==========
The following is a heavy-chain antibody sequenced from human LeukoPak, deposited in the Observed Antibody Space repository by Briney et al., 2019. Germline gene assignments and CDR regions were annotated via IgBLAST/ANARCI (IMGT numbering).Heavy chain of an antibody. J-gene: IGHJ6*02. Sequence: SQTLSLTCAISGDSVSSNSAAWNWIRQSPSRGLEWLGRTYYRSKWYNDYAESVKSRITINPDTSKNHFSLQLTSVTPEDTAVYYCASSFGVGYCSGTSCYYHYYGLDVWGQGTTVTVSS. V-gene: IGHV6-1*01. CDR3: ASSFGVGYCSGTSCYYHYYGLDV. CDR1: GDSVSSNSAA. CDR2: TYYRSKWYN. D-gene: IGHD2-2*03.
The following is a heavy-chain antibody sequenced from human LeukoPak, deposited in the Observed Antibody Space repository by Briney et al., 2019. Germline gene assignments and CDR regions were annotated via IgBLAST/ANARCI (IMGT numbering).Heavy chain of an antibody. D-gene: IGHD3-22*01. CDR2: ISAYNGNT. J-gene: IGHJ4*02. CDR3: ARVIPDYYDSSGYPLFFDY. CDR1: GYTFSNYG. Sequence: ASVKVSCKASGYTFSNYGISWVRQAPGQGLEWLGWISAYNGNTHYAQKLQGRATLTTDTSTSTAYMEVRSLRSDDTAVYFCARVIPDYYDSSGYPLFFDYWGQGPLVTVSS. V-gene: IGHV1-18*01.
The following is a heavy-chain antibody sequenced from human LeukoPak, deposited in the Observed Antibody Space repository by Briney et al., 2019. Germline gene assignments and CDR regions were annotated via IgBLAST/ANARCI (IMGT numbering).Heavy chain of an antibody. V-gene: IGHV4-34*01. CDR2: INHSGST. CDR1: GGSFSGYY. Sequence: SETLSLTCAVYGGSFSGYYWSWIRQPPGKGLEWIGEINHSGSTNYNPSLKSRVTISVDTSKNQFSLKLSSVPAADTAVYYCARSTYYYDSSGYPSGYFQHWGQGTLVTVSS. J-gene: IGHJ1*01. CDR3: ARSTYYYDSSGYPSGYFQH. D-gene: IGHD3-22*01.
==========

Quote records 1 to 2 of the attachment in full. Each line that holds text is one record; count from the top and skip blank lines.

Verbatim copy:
The following is a heavy-chain antibody sequenced from human LeukoPak, deposited in the Observed Antibody Space repository by Briney et al., 2019. Germline gene assignments and CDR regions were annotated via IgBLAST/ANARCI (IMGT numbering).Heavy chain of an antibody. J-gene: IGHJ6*02. Sequence: SQTLSLTCAISGDSVSSNSAAWNWIRQSPSRGLEWLGRTYYRSKWYNDYAESVKSRITINPDTSKNHFSLQLTSVTPEDTAVYYCASSFGVGYCSGTSCYYHYYGLDVWGQGTTVTVSS. V-gene: IGHV6-1*01. CDR3: ASSFGVGYCSGTSCYYHYYGLDV. CDR1: GDSVSSNSAA. CDR2: TYYRSKWYN. D-gene: IGHD2-2*03.
The following is a heavy-chain antibody sequenced from human LeukoPak, deposited in the Observed Antibody Space repository by Briney et al., 2019. Germline gene assignments and CDR regions were annotated via IgBLAST/ANARCI (IMGT numbering).Heavy chain of an antibody. D-gene: IGHD3-22*01. CDR2: ISAYNGNT. J-gene: IGHJ4*02. CDR3: ARVIPDYYDSSGYPLFFDY. CDR1: GYTFSNYG. Sequence: ASVKVSCKASGYTFSNYGISWVRQAPGQGLEWLGWISAYNGNTHYAQKLQGRATLTTDTSTSTAYMEVRSLRSDDTAVYFCARVIPDYYDSSGYPLFFDYWGQGPLVTVSS. V-gene: IGHV1-18*01.